In Happer's submitted testimony for the hearing, which leaned heavily on the contrarian side, he stated that "climate science is far from 'settled.'" As of Tuesday afternoon, he had not responded to HuffPost's request for comment.

Clemente told HuffPost in an email that he stands behind the statements he made in the emails he exchanged with the undercover Greenpeace researchers. "I am very proud of my research and believe that clean coal technologies are the pathway to reliable and affordable electricity, reduction of global energy poverty and a cleaner environment," he said. He also referred to his communications with Greenpeace activists as "pirated" emails.

In the emails, both Happer and Clemente discussed ways to hide the source of funding for their reports, including the use of a secretive channel called Donors Trust, a foundation that encourages anonymous donations to support limited government.

Happer also offered a route to get the paper through an informal review process by a major climate change-denying think tank, the Global Warming Policy Foundation. He suggested to the undercover researchers that it would be "fine to call it a peer review," despite acknowledging that the paper would struggle in peer review at other journals.

Coleman defended Greenpeace's decision not to disclose the true identities of its undercover researchers to Clemente and Happer. “Unfortunately, there just aren’t the disclosure measures necessary for us to find out by different means which corporations are funding this climate denial work," he said.

Teasing out the truth isn't easy for policymakers or the public, thanks in part to industry tactics, according to two studies published in late November that chart the climate change counter-movement. The research found that corporate funding, including money from ExxonMobil, materially changed the public and political conversations about climate change. (ExxonMobil, along with Peabody Energy, are also under investigation in the state of New York over claims of misleading the public and investors about climate change.)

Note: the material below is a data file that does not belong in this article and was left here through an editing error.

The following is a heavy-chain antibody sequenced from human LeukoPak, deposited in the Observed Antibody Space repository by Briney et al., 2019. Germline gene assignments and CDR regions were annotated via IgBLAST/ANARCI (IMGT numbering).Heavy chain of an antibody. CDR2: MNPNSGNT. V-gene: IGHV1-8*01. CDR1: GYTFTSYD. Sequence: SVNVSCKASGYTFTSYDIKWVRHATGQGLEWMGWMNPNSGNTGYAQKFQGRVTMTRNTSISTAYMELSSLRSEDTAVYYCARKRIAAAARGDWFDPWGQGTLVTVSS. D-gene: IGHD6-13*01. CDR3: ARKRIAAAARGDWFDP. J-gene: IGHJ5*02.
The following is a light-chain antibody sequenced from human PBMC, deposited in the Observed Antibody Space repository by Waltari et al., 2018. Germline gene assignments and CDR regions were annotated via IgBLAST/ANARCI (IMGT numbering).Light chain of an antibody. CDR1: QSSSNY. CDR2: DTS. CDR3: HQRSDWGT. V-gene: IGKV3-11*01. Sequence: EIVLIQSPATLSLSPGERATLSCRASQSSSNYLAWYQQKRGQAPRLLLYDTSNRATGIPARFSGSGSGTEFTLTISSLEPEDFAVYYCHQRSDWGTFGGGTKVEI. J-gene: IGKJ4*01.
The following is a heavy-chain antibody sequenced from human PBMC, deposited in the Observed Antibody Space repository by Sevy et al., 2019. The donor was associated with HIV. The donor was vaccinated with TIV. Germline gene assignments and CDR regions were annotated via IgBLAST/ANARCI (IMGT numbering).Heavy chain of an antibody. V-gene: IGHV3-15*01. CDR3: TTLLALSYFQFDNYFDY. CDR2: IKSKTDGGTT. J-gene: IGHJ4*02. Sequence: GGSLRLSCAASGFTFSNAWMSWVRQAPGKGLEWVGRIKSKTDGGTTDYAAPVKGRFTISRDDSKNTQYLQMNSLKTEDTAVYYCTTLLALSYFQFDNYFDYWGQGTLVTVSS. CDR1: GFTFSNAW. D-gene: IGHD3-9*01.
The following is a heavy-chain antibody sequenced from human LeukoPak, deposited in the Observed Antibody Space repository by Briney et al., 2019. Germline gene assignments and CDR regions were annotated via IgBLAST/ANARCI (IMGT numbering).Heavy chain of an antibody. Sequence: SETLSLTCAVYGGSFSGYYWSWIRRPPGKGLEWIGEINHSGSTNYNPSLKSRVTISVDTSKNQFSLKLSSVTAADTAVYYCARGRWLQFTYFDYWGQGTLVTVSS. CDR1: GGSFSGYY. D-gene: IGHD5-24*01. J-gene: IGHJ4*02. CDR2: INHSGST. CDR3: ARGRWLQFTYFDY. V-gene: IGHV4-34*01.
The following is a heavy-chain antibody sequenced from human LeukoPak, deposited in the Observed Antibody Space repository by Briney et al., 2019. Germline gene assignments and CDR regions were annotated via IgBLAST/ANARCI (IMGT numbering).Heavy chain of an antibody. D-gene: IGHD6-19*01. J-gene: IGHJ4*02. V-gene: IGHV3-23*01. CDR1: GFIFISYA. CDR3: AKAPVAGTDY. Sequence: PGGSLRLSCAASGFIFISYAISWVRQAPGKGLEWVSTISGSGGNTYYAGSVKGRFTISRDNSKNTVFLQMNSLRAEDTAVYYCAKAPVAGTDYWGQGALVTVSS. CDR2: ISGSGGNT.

Justin Farrell, a researcher at Yale University who authored the papers, suggested in an email to HuffPost that "much more analysis will no doubt continue to shed light on the important implications of dark money, and the role of financing in what are ostensibly 'scientific' issues."

"The social and political landscape of our country has changed in ways that have made it easier for money to influence science and politics," Farrell said. "We need to pull back the curtain and let academics and other researchers in on the flows of financial and political influence that are important for identifying the influential actors in a given issue. Without the ability to do that, the American public is often left in the dark, and has a difficult time knowing who to trust."

Frumhoff agreed. "We all need to be highly watchful and make sure that when someone speaks before Congress, or produces a statement of fact from a purported expert perspective, that we ask to know what their funding sources were," he said from Paris, where he is currently attending the climate conference.

There, more than 190 nations are currently deliberating on how to address climate change and not, said Frumhoff, "whether the basic facts are real."